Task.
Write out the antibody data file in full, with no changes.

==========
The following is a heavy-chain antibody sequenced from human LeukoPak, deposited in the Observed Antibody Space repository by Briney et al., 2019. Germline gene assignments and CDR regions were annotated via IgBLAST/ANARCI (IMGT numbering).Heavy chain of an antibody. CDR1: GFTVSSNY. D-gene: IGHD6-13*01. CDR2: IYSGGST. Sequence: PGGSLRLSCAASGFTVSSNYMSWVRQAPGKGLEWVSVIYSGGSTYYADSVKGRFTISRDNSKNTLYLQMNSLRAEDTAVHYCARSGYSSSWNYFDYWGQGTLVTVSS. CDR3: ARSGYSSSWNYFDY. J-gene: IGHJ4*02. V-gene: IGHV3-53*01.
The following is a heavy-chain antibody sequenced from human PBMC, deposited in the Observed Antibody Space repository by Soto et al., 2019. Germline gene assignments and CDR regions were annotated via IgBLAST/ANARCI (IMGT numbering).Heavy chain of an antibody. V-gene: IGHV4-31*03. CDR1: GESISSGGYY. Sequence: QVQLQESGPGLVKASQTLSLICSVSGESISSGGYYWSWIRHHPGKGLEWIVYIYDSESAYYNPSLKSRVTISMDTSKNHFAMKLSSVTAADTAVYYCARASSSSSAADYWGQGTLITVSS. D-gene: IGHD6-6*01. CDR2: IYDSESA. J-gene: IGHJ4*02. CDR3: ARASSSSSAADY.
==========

The following is a heavy-chain antibody sequenced from human LeukoPak, deposited in the Observed Antibody Space repository by Briney et al., 2019. Germline gene assignments and CDR regions were annotated via IgBLAST/ANARCI (IMGT numbering).Heavy chain of an antibody. CDR1: GFTVSSNY. D-gene: IGHD6-13*01. CDR2: IYSGGST. Sequence: PGGSLRLSCAASGFTVSSNYMSWVRQAPGKGLEWVSVIYSGGSTYYADSVKGRFTISRDNSKNTLYLQMNSLRAEDTAVHYCARSGYSSSWNYFDYWGQGTLVTVSS. CDR3: ARSGYSSSWNYFDY. J-gene: IGHJ4*02. V-gene: IGHV3-53*01.
The following is a heavy-chain antibody sequenced from human PBMC, deposited in the Observed Antibody Space repository by Soto et al., 2019. Germline gene assignments and CDR regions were annotated via IgBLAST/ANARCI (IMGT numbering).Heavy chain of an antibody. V-gene: IGHV4-31*03. CDR1: GESISSGGYY. Sequence: QVQLQESGPGLVKASQTLSLICSVSGESISSGGYYWSWIRHHPGKGLEWIVYIYDSESAYYNPSLKSRVTISMDTSKNHFAMKLSSVTAADTAVYYCARASSSSSAADYWGQGTLITVSS. D-gene: IGHD6-6*01. CDR2: IYDSESA. J-gene: IGHJ4*02. CDR3: ARASSSSSAADY.